1. Life has existed on the Earth for billions of years, during which there have been many reversals.
  2. There is no obvious correlation between animal extinctions and those reversals. Likewise, reversal patterns do not have any correlation with human development and evolution.
  3. It appears that some animals, such as whales and some birds use Earth’s magnetic field for migration and direction finding.
  4. Since geomagnetic reversal takes a number of thousands of years, they could well adapt to the changing magnetic environment or develop different methods of navigation.

Effect on Climate

  1. Earth’s magnetic field, which has existed for at least 3.45 billion years, provides a shield from the direct impact of solar radiation.
  2. Even with Earth’s strong magnetic field today, we’re still susceptible to solar storms that can damage our electricity-based society.
  3. The fluctuations in the number of cosmic rays hitting the atmosphere directly alter the amount of cloud covering the planet.


World Magnetic Model

  1. The World Magnetic Model (WMM) is a large spatial-scale representation of the Earth’s magnetic field.
  2. It consists of a degree and order 12 spherical harmonic expansion of the magnetic potential of the geomagnetic main field generated in the Earth’s core.
  3. The charts are used to convert between compass measurements of magnetic north and true north.
  4. It can be found in the navigation systems of ships and airplanes as well as geological applications (such as drilling and mining).
  5. Researchers from the U.S.’s National Oceanic and Atmospheric Administration (NOAA) maintain the WMM.
  6. The charts, known as the World Magnetic Model (WMM), are used to convert between compass measurements of magnetic north and true north
  7. The WMM is also part of map applications in smartphones, including the Google Maps App.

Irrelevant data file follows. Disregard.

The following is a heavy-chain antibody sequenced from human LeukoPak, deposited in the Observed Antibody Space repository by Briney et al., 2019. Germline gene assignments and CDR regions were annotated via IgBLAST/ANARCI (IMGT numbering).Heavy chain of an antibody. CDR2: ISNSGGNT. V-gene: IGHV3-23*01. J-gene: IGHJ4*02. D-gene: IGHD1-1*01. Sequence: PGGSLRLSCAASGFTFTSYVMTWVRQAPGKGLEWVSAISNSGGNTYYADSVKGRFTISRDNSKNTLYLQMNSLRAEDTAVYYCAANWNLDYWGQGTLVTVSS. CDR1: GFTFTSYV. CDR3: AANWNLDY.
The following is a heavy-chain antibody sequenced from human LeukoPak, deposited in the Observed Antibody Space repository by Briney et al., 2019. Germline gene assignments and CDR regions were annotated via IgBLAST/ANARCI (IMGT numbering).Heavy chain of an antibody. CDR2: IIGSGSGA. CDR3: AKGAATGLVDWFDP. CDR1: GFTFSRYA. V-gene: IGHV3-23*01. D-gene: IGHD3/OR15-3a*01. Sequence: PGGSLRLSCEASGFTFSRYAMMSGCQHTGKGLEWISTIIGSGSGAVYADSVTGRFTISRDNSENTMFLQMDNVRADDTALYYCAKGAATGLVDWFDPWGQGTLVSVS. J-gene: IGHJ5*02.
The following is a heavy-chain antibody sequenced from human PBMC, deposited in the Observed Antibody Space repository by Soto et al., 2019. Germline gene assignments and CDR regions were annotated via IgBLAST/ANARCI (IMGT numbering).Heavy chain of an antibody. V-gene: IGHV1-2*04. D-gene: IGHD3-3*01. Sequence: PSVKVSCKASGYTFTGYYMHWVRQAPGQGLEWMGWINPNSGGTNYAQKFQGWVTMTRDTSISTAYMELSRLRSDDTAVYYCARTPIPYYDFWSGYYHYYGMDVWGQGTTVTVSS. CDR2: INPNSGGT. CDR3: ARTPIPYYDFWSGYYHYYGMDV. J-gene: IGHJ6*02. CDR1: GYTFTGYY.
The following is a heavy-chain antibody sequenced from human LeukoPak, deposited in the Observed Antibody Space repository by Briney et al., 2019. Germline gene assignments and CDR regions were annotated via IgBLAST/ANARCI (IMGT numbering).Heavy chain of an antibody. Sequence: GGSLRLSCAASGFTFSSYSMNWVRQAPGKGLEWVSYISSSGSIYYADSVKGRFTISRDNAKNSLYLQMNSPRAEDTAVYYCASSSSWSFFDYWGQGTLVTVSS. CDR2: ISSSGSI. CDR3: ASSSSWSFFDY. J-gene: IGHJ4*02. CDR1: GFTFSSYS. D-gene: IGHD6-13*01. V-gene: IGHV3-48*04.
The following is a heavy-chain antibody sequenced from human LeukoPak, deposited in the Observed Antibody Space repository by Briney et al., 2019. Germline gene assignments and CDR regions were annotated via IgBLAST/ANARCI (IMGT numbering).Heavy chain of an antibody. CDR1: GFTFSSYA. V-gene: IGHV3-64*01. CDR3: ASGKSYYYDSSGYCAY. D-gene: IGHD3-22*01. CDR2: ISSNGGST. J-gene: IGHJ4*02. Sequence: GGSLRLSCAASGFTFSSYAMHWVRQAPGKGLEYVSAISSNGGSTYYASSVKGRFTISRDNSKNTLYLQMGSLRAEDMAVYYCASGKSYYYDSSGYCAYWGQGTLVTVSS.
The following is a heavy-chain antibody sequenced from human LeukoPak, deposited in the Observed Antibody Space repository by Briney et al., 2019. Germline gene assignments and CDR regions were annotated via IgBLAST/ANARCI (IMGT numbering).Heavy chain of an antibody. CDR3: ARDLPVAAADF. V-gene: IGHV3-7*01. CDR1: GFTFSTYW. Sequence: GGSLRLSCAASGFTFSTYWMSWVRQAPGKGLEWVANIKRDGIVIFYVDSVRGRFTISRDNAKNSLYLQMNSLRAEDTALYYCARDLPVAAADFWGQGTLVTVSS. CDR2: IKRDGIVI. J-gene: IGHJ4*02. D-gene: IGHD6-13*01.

Labour, Jobs and Employment – Harmonization of labour laws, gender gap, unemployment, etc.

Sikkim launches “One Family One Job” Scheme


Mains Paper 3: Economy | Development & Employment

From the UPSC perspective, the following things are important:

Prelims level: ‘One Family One Job’ scheme

Mains level: Ensuring employment in NE states


  • Sikkim has recently launched the ‘One Family One Job’ scheme which entitles one government job for every family in the state.

‘One Family One Job’ Scheme

  1. The scheme envisions employment to a member of every family which does not have a government job in the state.
  2. Under this scheme, all loan debts in the farming and agriculture sector would be revoked.
  3. At present recruitments are being made for Group C and Group D posts in 12 government departments.
  4. The letters were awarded only to members of those families which do not have a government job at present.
  5. The task of providing employment was entrusted to the Department of Personnel.
  6. Over 25,000 already employed but unregularised government employees would also be subsequently regularized within 2019 according to their seniority.

What makes it special?

  1. Sikkim has become the first state in the country to carry out such an exclusive programme for the people who would now be entitled to state government employee benifits.
  2. Sikkim was the only state that earmarks 70 per cent of its revenues towards salaries for state government employees.
  3. As of now, the state government has over 1 lakh regularised employees on its rolls from a population of just 6.4 lakh.
  4. Sikkim is also the only state in the country that gives the highest salaries to state government employees.

[pib] National Youth Parliament Festival 2019


Mains Paper 2: Governance | Issues relating to development and management of Social Sector/Services relating to Health, Education, Human Resources.

From UPSC perspective, the following things are important:

Prelims level: Particulars of the Scheme

Mains level:  Initiatives for involvement of youth in legislation activities


  • Ministry of Youth Affairs and Sports has launched the National Youth Parliament Festival 2019 beginning the celebration of the National Youth Day 2019.

National Youth Parliament

  1. Aim: To provide a chance to the youth to brainstorm about new India and to find ways and chalk out plans to realize our resolves before 2022.
  2. The Ministry has proposed to take the Youth Festival to each district of the country and celebrate it as the “National Youth Parliament Festival”.
  3. Organising District Youth Parliaments and taking the festival to the doorsteps of the youth would provide an opportunity to large number of youth of this country to participate.
  4. National Youth Parliament Festival 2019 is organised on the theme of “Be The Voice of New India” and “Find solutions and contribute to policy”.
  5. Youth in the age bracket of 18-25 years are invited to participate in the District Youth Parliaments.

National Youth Parliament Festival 2019

  1. It will be conducted at three levels: